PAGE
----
Jonathan Donner and Shikoh Gitau
21 May 2009
The title of this workshop, ‘beyond voice’, is illustrative of one of the central questions currently surrounding mobile communication in the developing world. Put simply, there is a great deal of enthusiasm around the notion that a large group of users will access the internet for the first time via data enabled mobile handsets. Recent estimates from India, for example (Telecom Regulatory Authority of India, 2007), suggest there may be more mobile Internet connections than traditional PC Internet connections operational in the country. Concurrently, high-end smart phones promise browsing experiences which are steadily closing the gaps in speed and ease of use which have hampered earlier incarnations of the mobile internet, such as WAP.
But the raw enthusiasm, the aggregate statistics, and the glossy marketing images from the top-end of handset markets fail to capture the reality of mobile internet use in the developing world. The crux of this paper’s argument is that the research community knows comparatively little about this supposed community of users who access and use the Internet exclusively via mobile phones. We know little about who they are, how they discover and access the mobile internet, and how the mobile internet fits into their lives.
This paper reports on ongoing qualitative/exploratory research in low income communities in urban South Africa. Through convenience and snowball sampling, the researchers have sought out ‘early adopters’ among mobile-only internet users. The analysis of the interviews will delineate and describe distinctive new “paths” to Internet use that largely bypass PCs. We draw on a domestication approach (Haddon, 2003; Hahn & Kibora, 2008; Silverstone & Hirsch, 1992) to move beyond an ‘adoption’ or ‘diffusion’ paradigm and to complement aggregate statistical perspectives.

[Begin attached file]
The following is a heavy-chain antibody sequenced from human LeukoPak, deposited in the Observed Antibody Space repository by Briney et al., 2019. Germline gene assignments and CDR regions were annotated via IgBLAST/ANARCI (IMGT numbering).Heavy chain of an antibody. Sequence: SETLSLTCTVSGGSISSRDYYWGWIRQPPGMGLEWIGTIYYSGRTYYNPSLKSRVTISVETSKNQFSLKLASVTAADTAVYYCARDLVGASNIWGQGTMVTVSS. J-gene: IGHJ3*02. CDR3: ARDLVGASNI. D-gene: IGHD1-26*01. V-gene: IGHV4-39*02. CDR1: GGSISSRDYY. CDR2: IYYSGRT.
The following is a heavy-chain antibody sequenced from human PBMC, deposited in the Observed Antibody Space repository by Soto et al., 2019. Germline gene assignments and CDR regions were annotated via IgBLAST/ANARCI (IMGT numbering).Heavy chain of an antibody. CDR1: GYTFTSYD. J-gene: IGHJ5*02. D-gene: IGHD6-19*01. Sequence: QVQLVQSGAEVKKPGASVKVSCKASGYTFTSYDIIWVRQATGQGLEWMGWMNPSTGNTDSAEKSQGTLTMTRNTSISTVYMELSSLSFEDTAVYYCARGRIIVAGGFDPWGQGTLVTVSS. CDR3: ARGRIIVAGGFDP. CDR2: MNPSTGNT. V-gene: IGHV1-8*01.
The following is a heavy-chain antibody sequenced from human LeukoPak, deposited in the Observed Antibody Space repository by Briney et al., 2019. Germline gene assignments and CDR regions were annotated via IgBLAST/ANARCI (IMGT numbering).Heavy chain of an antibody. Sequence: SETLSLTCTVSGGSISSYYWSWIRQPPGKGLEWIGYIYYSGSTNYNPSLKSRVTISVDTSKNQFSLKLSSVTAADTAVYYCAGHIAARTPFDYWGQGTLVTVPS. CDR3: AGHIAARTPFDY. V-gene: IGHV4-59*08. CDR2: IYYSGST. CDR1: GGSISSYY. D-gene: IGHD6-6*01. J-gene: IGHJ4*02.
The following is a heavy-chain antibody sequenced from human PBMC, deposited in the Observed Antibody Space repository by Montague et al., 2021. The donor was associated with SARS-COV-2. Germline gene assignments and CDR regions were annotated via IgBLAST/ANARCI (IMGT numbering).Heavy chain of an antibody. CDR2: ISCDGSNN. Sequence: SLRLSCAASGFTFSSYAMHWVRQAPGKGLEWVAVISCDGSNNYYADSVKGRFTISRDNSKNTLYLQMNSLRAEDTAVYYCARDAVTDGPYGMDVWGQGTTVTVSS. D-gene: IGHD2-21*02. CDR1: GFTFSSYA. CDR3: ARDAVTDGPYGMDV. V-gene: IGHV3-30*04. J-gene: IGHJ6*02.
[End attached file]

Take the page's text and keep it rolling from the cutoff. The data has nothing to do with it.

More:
As exploratory research, this project cannot definitively identify all the new paths to the internet, nor the relative frequency with which individuals choose these paths. However, early findings will illustrate current and emerging practices in mobile-only internet use, as well as opportunities and constraints for policymakers interested in promoting or leveraging internet use among a much broader community of the world’s inhabitants
|Published in||Presented at the Pre-Conference on Mobile Communication at the Annual Meeting of the International Communication Association|